PRESENT TENSE | April 6 - May 6 2017
Artists Kosisochukwu Nnebe, Guillermo Trejo and Florence Yee explore questions of the social structures and cultural meanings existing in contemporary “postcolonial” Canadian society in Present Tense (April 6 - May 6).
Kosisochukwu Nnebe’s mixed media and sculptural work Of Canaries and Revolutions features multiple transparent layers of glass, each displaying a different portion of the painted figurative image she has depicted, so that the image of the figure changes as the viewer interacts around the work. The work “aims to visualize marginality as a site of resistance. It emphasizes the distinct perspective that derives from the positionality of Black women at the margins, and places their experiences and knowledge at the forefront.” It is only when the viewer shifts their view from the periphery to face the body of colour head on that the full image can be visually understood. A first generation Nigerian-Canadian artist, Nnebe’s work in Present Tense is literally and theoretically multi-faceted.
Guillermo Trejo, a Mexican artist based in Ottawa, brings print and mixed media work to Present Tense through his Fluxkit, inspired by the boxed artworks of the 1960s Fluxus movement. An Essay about Immigration Identity and Geopolitics references the artist’s own personal history as a holder of both Mexican and Canadian citizenship. Housed within a homemade wooden box, ten artworks, which incorporate reworked maps and prints made from the artist’s two passports, depict the artist’s complicated hybrid identity. For the exhibition, Trejo’s objects from the Fluxkit are unboxed and displayed across the walls of the gallery space, in conjunction with his Flag From Nowhere (Square) from his Flags From Nowhere series. The border on the floor in the middle of the space alludes to the current political debate of the physical border between Mexico and the United States, as well as the duality of the artist’s own identity.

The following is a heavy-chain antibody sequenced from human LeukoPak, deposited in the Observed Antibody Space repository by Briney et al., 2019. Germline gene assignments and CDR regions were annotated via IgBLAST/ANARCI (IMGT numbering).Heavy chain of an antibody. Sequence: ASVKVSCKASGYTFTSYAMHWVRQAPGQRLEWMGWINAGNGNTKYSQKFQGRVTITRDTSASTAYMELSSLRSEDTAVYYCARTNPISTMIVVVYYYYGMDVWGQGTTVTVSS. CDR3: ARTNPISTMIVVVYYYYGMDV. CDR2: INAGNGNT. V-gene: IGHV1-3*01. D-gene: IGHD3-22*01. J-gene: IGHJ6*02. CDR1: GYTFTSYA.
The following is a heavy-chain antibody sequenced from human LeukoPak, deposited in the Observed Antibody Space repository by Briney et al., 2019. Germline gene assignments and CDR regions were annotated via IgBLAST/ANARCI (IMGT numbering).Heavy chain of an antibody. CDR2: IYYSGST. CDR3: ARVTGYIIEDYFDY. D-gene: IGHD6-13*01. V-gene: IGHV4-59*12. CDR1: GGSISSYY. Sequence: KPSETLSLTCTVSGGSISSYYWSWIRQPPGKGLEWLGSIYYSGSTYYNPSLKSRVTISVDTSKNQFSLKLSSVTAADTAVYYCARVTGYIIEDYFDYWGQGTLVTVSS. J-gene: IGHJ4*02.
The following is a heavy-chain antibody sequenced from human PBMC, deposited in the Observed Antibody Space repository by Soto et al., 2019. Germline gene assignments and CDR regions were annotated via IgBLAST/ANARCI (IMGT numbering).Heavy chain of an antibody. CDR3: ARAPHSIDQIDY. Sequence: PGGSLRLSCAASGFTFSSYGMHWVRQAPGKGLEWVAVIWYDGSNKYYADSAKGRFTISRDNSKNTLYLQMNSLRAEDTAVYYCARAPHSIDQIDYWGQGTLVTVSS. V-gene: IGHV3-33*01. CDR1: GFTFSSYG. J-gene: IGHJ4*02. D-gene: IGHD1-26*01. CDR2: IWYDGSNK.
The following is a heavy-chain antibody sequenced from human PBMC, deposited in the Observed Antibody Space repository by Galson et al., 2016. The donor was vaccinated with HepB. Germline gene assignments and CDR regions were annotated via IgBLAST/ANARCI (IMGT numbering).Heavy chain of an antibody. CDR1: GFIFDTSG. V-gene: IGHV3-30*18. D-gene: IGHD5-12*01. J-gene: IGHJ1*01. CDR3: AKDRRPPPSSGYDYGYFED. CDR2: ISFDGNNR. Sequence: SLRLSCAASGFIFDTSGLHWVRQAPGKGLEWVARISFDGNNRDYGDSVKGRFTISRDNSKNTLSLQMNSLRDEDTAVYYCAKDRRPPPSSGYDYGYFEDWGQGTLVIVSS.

Florence Yee brings cultural reimaginings to Present Tense through her work of various media. Oh, Canada, an embroidered depiction of Tom Thomson’s Jack Pine, reveals its reverse covered in the original British flag of Canada, drawing from the domination of the physical and cultural landscapes of Canada by white men. Yee’s charcoal drawings in A History of Canadian Art History reimagine texts found in her university’s reading room, exposing the the lack of diversity and oftentimes racist perspectives within them. Yee’s other works in the exhibition: Variations on a Tourist Gaze, Finding Myself at the MMFA and Wallflower series all inject her socially-conscious motivations into oil painting. Finding Myself at the MMFA depicts a painted version of the artist interjected between the canvas and paint of a work in the Art Canadien et Quebecois pavilion at the Montréal Museum of Fine Arts/Musée des beaux-arts Montréal, as if the work is projected onto the artist’s body. Yee highlights the lack of institutional representation for people of colour at the museum: “ I try to find my place in their space, and decide to insert myself into their paintings.”
Societal, artistic and nationalistic frameworks are exposed and examined by these three artists, encouraging dialogue on the systems through which our society functions through their distinct works of art.
Text by Rose Ekins, Curator